What’s popular and what’s not

Remember the Atkins Diet? I do. I remember it because my mother put me on it when I was a pudgy teenager. She tried that diet and the 3-day diet on me as well. (That’s why I don’t like green beans!) Did I lose weight? Probably. Did I keep it off? Not at all. Were there other things she could have tried? Yes. But mom didn’t know better. She heard about these diets from friends and famous people and decided to try them herself and try them on me. Looking back, the times when I have lost the most weight and been the most healthy have been when I did the most exercise. Go figure.

I have a little under 400 “friends” on Facebook. I think that’s a manageable number. From time to time, I’ll go on there and do a purge. People I’ve never met in real life, people I’ve never talked to, and people who have decided that “immigrant” is a bad word get taken off the list. Lately, I’ve been thinking of striking off the militant vegans and vegetarians, the militant political activists, and the militants in general. I don’t like militancy.

If there is one thing that I have learned from my time on this planet is that there are very few absolutes. Even some of the laws of physics are subject to re-writing once in a while, so I find it annoying that there are people who are convinced that their way of living is the best way. The vegans read a post about me making burgers and criticize me for the damage to the environment caused by beef. The carnivores read that I gave tofu a try and all of a sudden I’m a “libtard.” The people who want Bernie Sanders to win threaten me with “un-friending” me if I dare post another thing about Hillary Clinton. And the Democratic activists in the bunch get all bent out of shape if I dare say that maybe we shouldn’t be spending so much money.

The weirdest thing is that their opinions — like mine — are subject to change based on what is popular and what is not. A ton of my militant vegan friends once had cookouts with burgers and hotdogs. The “crunchy granola” moms in the bunch were once irresponsible teenagers who couldn’t keep a gerbil alive, but now they’re experts on parenting? And the militant “conservatives” were once so far to the left that they were out of the frame of reference. (Once you start paying taxes, you kind of start to demand that they be better spent, I think.)

And that was the way with my mother. Whatever was popular would be the diet she’d try and have me try. She took me on a wild ride from one diet to another until I became independent. Even after that, she’d recommend this or that remedy, even a fungus tea that tasted like flavored urine.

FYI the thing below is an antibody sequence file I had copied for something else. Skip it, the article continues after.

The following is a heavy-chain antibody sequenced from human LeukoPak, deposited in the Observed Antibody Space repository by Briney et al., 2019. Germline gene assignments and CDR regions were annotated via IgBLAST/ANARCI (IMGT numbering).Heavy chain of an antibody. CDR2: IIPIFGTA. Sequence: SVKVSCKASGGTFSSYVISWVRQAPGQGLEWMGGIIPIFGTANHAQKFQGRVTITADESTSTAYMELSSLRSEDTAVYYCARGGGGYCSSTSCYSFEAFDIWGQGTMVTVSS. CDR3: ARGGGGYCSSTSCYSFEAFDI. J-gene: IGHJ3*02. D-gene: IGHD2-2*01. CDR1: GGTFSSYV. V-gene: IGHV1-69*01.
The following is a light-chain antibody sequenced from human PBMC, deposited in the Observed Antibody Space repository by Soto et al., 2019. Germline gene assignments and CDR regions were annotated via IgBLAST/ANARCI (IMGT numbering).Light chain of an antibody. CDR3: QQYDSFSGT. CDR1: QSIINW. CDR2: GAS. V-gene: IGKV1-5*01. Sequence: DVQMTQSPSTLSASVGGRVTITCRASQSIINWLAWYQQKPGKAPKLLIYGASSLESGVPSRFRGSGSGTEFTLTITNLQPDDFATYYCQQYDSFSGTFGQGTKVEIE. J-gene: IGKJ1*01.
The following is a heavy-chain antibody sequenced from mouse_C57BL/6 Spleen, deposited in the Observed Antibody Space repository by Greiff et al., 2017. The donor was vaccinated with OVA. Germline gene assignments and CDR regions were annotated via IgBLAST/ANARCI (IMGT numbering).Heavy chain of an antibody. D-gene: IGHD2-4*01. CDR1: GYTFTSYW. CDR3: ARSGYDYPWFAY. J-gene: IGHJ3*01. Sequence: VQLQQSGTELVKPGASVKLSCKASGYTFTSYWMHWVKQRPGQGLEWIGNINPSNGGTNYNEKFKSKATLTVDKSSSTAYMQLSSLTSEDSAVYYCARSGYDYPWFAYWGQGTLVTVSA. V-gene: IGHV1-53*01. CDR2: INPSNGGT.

That there's a fungal colony.
That there’s a fungal colony. (Image via Wikimedia Commons.)

I can’t fault mom for trying. She was obviously worried about my weight. And I can’t fault any of my friends for being militant in their beliefs. I get a little militant (okay, a lot) myself when it comes to vaccine-preventable diseases. Even the un-friending of people based on their militancy is a form of militancy on my part. We all just go with what’s popular and stay away from what’s not. We defend the popular ideas until there is a tipping point that makes us think again of why we’re fighting that particular fight, much like antivaxxers who decide to vaccinate once they see their child or a child die from a vaccine-preventable disease.

What I’m trying to say is that we all need to be a little more open-minded, even between friends. What is right for me may not be right for you, and I can’t fault you if you don’t want to try it. Likewise, what works great for you — like, yuck, fungus tea — may not be my cup of tea (no pun intended). The constant banging of a drum gets annoying after a while, no matter how well-intentioned your banging is. So, in opening your mind, also put yourself in the shoes of the people you preach to and demonize so much. You may find out that your truth is not an absolute, and that’s okay.

Now, back to my burger.

I'm a doctoral candidate in the Doctor of Public Health program at the Johns Hopkins University Bloomberg School of Public Health. All opinions posted here are my own, of course, and they do not necessarily reflect the opinions of my school, employers, friends, family, etc. Feel free to follow me on Twitter: @EpiRen

3 thoughts on “What’s popular and what’s not

  1. Enjoy your burger, since I’ve returned home from abroad, I’ve found US beef to be tasteless.
    Of course, I also lack a sense of smell, so it’s all taste with me.

    As for what is popular, I tend to be less driven by what is popular and more by what makes sense.

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    • I wish I went with what makes sense all the time. Unfortunately, I still have much to learn about what makes sense and what doesn’t. There have been plenty of times — some recently — where I have been fooled into doing or saying something that went against my better judgment.

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